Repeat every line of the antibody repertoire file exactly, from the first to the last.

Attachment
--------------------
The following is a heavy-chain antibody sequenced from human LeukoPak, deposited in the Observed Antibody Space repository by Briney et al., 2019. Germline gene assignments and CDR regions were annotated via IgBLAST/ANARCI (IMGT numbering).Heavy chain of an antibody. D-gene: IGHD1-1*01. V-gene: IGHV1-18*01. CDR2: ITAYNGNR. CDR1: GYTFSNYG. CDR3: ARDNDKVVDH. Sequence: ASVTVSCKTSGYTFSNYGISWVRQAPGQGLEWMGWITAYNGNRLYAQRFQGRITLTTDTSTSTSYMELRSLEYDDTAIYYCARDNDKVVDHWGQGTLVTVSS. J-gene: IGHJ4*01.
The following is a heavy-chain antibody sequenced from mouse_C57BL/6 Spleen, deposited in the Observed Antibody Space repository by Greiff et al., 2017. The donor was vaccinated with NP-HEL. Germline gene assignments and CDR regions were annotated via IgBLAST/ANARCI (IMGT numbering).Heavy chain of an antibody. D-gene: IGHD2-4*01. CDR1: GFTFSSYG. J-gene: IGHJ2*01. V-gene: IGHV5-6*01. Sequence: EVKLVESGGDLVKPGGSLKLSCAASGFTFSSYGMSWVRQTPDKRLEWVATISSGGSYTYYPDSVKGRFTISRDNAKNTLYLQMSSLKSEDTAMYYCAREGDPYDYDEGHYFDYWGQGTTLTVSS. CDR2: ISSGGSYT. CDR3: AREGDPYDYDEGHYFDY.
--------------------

The following is a heavy-chain antibody sequenced from human LeukoPak, deposited in the Observed Antibody Space repository by Briney et al., 2019. Germline gene assignments and CDR regions were annotated via IgBLAST/ANARCI (IMGT numbering).Heavy chain of an antibody. D-gene: IGHD1-1*01. V-gene: IGHV1-18*01. CDR2: ITAYNGNR. CDR1: GYTFSNYG. CDR3: ARDNDKVVDH. Sequence: ASVTVSCKTSGYTFSNYGISWVRQAPGQGLEWMGWITAYNGNRLYAQRFQGRITLTTDTSTSTSYMELRSLEYDDTAIYYCARDNDKVVDHWGQGTLVTVSS. J-gene: IGHJ4*01.
The following is a heavy-chain antibody sequenced from mouse_C57BL/6 Spleen, deposited in the Observed Antibody Space repository by Greiff et al., 2017. The donor was vaccinated with NP-HEL. Germline gene assignments and CDR regions were annotated via IgBLAST/ANARCI (IMGT numbering).Heavy chain of an antibody. D-gene: IGHD2-4*01. CDR1: GFTFSSYG. J-gene: IGHJ2*01. V-gene: IGHV5-6*01. Sequence: EVKLVESGGDLVKPGGSLKLSCAASGFTFSSYGMSWVRQTPDKRLEWVATISSGGSYTYYPDSVKGRFTISRDNAKNTLYLQMSSLKSEDTAMYYCAREGDPYDYDEGHYFDYWGQGTTLTVSS. CDR2: ISSGGSYT. CDR3: AREGDPYDYDEGHYFDY.